According to ayurveda, ama is a toxic substance that results from an impaired agni or poor digestion. The accumulation of ama can severely impact one’s health, which is why it's important to cleanse ama from the body regularly. This article will explain what ama is and general techniques on how to support ayurveda ama cleansing.

What is Ama?

Ama is essentially the result of poor digestion or agni. In Sanskrit, ama translates to “raw,” “uncooked,” “unripe,” or “undigested.” It is unprocessed waste inside the body that is of no use and accumulates in the digestive tract. It can become toxic to our own body and is usually involved with the accumulation of the doshas at their respective sites (colon for Vata, small intestine for Pitta and stomach for Kapha) and kickstarts the disease process.

Ama can form from eating food too quickly, overeating, eating too late at night, eating poorly prepared food, or unresolved emotions, to name a few. While some degree of ama is standard, too much ama that is not regularly cleaned or eliminated from the body can cause disruptions and become problematic.

Generally, ama is very much like Kapha: it is cold, dull, damp, heavy, oily, thick and tends to clog and ferment. In other words, in the digestive system, it contributes to the suppression of the digestive fire – Agni. 

To identify ama in your body, look for these general signs and symptoms:

  • Thick coating on the tongue
  • Chronic fatigue
  • Heaviness
  • Clogged channels; sinus congestion, constipation, stagnant lymph
  • Indigestion
  • Mental fog, dizziness, clouded judgment
  • Abnormal taste

Depending on what part of the body ama settles into, it can cause more specific signs and symptoms. The location ama is in can also give insight into optimally targeting the ama one may be experiencing.

Three Types of Ama

It can help understand what type of ama you may be experiencing, so you have a better idea of targeting it.

Sama Vata

Sama vata is ama of the vata dosha. This type of ama may show itself through more vata type symptoms such as constipation, gas, bloating, lack of appetite or taste, pain in the joints, or disinterest in life.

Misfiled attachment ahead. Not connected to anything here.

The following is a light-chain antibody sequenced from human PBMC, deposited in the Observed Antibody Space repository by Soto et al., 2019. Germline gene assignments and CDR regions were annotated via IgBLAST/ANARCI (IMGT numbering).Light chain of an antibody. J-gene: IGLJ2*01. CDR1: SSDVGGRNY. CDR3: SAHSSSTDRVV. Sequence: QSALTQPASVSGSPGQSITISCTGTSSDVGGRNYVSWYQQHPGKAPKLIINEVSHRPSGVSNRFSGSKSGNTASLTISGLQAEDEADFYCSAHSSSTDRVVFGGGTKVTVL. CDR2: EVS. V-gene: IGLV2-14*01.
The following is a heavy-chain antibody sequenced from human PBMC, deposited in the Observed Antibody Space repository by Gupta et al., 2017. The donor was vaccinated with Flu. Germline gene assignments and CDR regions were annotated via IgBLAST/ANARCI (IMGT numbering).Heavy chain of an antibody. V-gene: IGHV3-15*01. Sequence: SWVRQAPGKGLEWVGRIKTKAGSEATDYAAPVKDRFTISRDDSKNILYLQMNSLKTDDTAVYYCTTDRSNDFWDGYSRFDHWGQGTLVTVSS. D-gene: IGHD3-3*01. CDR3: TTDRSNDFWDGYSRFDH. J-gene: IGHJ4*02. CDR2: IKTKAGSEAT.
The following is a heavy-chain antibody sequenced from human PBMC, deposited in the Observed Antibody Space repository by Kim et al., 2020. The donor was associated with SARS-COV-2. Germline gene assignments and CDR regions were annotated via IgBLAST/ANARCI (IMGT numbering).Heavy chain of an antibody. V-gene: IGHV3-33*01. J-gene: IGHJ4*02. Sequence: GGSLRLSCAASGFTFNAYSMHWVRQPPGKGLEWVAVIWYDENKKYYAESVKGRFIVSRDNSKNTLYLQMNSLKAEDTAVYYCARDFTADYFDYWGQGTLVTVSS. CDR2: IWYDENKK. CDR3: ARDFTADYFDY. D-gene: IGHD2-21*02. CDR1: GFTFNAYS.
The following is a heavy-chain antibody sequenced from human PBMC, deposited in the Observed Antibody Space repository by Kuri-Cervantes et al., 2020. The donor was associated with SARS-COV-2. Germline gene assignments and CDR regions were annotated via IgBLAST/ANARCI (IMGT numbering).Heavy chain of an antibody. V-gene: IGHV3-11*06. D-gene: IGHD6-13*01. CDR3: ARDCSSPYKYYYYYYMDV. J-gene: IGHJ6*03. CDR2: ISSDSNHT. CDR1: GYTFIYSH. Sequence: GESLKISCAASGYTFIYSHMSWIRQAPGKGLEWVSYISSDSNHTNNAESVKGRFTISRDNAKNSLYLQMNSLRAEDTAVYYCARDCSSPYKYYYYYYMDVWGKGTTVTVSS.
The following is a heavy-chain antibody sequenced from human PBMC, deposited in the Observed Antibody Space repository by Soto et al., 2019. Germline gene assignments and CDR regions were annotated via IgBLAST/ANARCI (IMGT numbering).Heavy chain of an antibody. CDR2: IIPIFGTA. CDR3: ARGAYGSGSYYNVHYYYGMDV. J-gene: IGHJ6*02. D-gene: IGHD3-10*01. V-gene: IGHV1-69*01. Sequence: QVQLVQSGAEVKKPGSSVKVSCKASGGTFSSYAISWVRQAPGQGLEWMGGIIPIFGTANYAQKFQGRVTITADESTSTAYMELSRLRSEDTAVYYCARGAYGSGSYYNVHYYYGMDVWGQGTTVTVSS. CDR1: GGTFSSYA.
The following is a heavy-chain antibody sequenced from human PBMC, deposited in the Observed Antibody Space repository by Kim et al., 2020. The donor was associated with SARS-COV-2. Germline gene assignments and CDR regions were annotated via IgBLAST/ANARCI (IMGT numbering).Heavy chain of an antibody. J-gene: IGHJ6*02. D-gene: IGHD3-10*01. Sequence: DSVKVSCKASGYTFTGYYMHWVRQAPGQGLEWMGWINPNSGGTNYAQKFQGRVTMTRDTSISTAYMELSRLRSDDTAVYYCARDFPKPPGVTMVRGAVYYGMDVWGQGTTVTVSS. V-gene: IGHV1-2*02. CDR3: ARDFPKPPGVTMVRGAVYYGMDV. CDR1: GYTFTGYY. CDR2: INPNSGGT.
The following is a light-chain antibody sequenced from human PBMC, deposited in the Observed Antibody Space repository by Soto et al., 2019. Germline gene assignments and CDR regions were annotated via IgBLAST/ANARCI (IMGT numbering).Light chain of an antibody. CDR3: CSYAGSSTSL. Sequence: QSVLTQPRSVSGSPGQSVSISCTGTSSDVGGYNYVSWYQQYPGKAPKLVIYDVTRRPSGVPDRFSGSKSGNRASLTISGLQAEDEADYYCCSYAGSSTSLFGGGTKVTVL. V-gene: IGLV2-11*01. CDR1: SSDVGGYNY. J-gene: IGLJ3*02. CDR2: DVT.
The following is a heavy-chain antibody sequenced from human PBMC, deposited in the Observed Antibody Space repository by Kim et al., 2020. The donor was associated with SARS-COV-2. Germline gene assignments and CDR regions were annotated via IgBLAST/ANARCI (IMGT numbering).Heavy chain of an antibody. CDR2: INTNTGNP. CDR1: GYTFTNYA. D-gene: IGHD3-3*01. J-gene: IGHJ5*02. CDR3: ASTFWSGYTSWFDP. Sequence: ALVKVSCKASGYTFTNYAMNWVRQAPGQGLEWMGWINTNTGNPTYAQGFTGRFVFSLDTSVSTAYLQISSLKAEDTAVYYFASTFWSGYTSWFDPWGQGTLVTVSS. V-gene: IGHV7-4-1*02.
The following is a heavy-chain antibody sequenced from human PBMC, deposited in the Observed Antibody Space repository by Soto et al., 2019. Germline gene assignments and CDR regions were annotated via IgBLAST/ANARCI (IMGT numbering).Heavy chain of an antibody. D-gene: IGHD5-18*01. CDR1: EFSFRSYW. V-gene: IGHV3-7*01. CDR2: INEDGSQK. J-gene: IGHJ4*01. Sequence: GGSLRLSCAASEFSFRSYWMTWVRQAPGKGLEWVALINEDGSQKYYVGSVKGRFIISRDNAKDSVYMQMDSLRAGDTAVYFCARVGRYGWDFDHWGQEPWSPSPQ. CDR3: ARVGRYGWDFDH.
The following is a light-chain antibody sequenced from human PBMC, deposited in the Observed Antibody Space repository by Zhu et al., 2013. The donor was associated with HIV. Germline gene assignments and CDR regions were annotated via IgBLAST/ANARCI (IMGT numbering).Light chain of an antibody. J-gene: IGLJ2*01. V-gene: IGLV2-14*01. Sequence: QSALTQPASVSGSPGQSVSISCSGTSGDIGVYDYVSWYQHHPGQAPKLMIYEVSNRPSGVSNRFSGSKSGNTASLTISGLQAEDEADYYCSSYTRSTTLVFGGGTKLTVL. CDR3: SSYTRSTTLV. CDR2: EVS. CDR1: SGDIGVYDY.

Sama Pitta

Sama pitta is ama of the pitta dosha. This ama can be identified through pitta-type symptoms such as foul smells, acid eructation, burning sensations, or green or yellow coloring.

Sama Kapha

Sama kapha is ama of the kapha dosha. This type of ama is seen through kapha-type imbalance symptoms such as obstructed channels, heaviness, sluggish digestion, or no appetite.

Ama Cleansing Therapies

If you are experiencing chronically stored ama, you're likely in need of an ayurvedic ama cleanse, or more simply, an ayurvedic cleanse. An ayurvedic cleanse works through a 3-part system to loosen excess doshas and ama from deep tissues and move them into the digestive tract to eliminate:

  • Phase 1: Traditionally, ama cleansing starts with a preparation phase to acclimate and prepare the body for what's to come.
  • Phase 2: The heart of the cleanse comes from the active cleanse, where you utilize a mono-diet of kitchari, lifestyle practices, and body therapies to pull out built-up toxins and ama from your system. During this part of the cleanse, consuming Ghruta ghee and Salt Tea in the morning helps bind ama for removal and nourish tissues.
  • Phase 3: The last phase of is the rejuvenation phase, which is focused on supporting the body and bringing it back to equilibrium. In the rejuvenation phase, it's recommended that one take rasayanas, like Chyawanprash to nourish the tissues in the body, build ojas and help you regain vitality. 

For specific details on how to implement a cleanse, read our Ayurvedic Cleansing Guide and 7 Day Ayurvedic Cleanse.

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